It became pretty apparent that something was going on in the house. All of us would hear footsteps going up the worn wooden stairs that led to the hall just outside my room. We’d hear the unplugged vacuum cleaners rolling on the wood floor at night and find it on the other end of the hall in the morning. The dogs would stare together at a single corner, tipping their heads in unison and whining.
“What? What is it!?” I’d yell, but they never told me. Once I woke up for no apparent reason to see my little dog whining at something in the shadowed corner of my room. Then she jumped up on my bed and dove under the covers. I joined her there until morning.

I had a friend sleep over. I didn’t tell her about the weird sounds in the house because I didn’t want to scare her off. We started hearing the rattling downstairs hours after my parents had gone to bed. I told her to stay put. I walked down the dark stairs into the dining room (yes, also in the oldest part of the house). Silence sat with the moon beams coming through the naked windows, as if waiting for me. Then suddenly all the china in the glass hutch began to vibrate in their little stands. Nothing else moved in the room, but all the china quivered, making a ringing noise. I was literally petrified, couldn’t move until it stopped and I ran back upstairs. Throughout the night I kept hearing it, but never again after that night.

Occasionally doors would open on their own, reminding me that we were sharing our home, but there were no more angry feelings. In fact I began to feel like the ghosts (as we felt there were more than one, not sure why) were looking out for me. Perhaps once they realized we weren’t there to harm the house further, they accepted us.

They certainly didn’t accept one of my boyfriends. Poor Mark. One night we had a fight. I remember him saying “fine, then I’m leaving.” I didn’t want him to go and perhaps the ghosts could see it in my face. As Mark strode to the door of the room (old houses seem to have doors on every room, no open floor plans), the door, which was standing open about three feet, slammed in his face. Well, now!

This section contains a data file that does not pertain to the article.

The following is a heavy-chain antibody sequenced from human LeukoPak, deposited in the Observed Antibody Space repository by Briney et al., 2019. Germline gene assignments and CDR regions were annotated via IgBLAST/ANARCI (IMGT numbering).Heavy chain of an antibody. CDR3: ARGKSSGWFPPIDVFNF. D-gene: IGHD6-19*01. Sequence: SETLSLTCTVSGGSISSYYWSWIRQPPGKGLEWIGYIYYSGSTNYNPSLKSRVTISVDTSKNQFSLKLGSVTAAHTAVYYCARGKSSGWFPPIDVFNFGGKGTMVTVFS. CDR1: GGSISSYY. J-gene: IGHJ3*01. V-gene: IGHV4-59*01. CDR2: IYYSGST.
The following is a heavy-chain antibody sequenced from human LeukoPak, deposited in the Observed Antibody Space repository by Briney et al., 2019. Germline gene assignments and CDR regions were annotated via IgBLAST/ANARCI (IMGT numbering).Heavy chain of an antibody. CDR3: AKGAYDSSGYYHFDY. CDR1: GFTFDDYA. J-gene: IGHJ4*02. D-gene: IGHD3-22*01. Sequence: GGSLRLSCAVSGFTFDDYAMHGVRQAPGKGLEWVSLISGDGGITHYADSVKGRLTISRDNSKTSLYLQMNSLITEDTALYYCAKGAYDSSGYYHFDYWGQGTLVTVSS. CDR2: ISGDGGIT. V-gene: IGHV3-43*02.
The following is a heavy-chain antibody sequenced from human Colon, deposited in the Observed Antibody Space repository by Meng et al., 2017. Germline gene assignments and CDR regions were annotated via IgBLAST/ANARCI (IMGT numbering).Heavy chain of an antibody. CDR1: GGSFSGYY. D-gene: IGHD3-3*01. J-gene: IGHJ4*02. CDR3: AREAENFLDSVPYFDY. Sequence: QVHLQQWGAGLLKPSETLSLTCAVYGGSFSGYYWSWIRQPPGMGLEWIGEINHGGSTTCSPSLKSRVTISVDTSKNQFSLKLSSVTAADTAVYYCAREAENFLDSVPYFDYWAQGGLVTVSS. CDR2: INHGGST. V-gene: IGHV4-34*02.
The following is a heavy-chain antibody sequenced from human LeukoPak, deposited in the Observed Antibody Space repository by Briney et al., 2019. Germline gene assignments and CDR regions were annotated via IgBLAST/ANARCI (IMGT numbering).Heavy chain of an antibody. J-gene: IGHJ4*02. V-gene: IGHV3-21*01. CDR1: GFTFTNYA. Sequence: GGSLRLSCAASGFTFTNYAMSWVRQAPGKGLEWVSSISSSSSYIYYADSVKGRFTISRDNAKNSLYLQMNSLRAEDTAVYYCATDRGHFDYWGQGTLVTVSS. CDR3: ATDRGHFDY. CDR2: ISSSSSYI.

After that Mark wouldn’t leave my side when he visited. When I had to use the bathroom, he’d stay just outside the door. LOL! One night as he was leaving, very late after my folks were asleep, I stood on the front porch waving. He stopped his car, stared at me with huge eyes and then peeled out of the driveway, his tires spitting gravel. The next day I asked him what the hell he’d been doing as he’d woken my dad.

“Was your dad wearing white and standing on a chair right behind you when I was leaving?”
“Uh, no.”
“That’s why I left. The ghost was watching me leave.”
“And you just left me there?!”
“They like you!” was his defense.

Well, yes, that was true. They did like me. They looked out for me, perhaps even growing attached to me. When I was packing up to go away to college, they were quite unhappy. I had a music box with a porcelain doll holding a miniature bird cage on top of it. For two nights before I left for the University of Maine, starting around 2AM, I would wake up to my music box singing and the doll’s coiffed head tipping and tilting on its gears. Yes, every hour on the hour, those pranksters wound up my music box and I’d have to listen to it until it wound down. I had already learned to sleep with my head under the pillows from years of freaky night noises. Perfect preparation for dorm life.

The first time I came home from college, the electricity just happened to be off only in MY room. I had been away, living with real people with no ghosts around, for months. When I walked into my totally black room, I felt what I can only call a presence or pressure, like someone was in the corner.

“I’m not used to you anymore. I’m sorry, but you’re scaring me,” I said. “I think you should move on or whatever you need to do to leave this house. I’m going back downstairs and when I come back in five minutes, I’d really like it if you were gone.” I threw in a “in the name of Jesus Christ” just in case and left. When I came back up, the pressure seemed to be gone. The next day my dad found the wire that had mysteriously come undone in the wall. After that Dad said he didn’t really hear anything from our ghosts. The footsteps up the stairs to my room had faded away.

Maybe I should hire myself out for exorcisms or something. Since then my dad has sold the house and a lovely family lives there. They have not heard nor seen anything unusual. I’m glad that the ghosts, perhaps of those soldiers (although I sensed a female at times, I mean what guy would bother to vacuum?), moved on to wherever their spirits were supposed to go. I will certainly always remember them. They have influenced me in so many ways, in my writing, my ability to consider the unusual, and my conviction that there are magical things in this world if we are willing to open our eyes and “see” them.
Have you ever experienced something you can’t explain? Do tell : )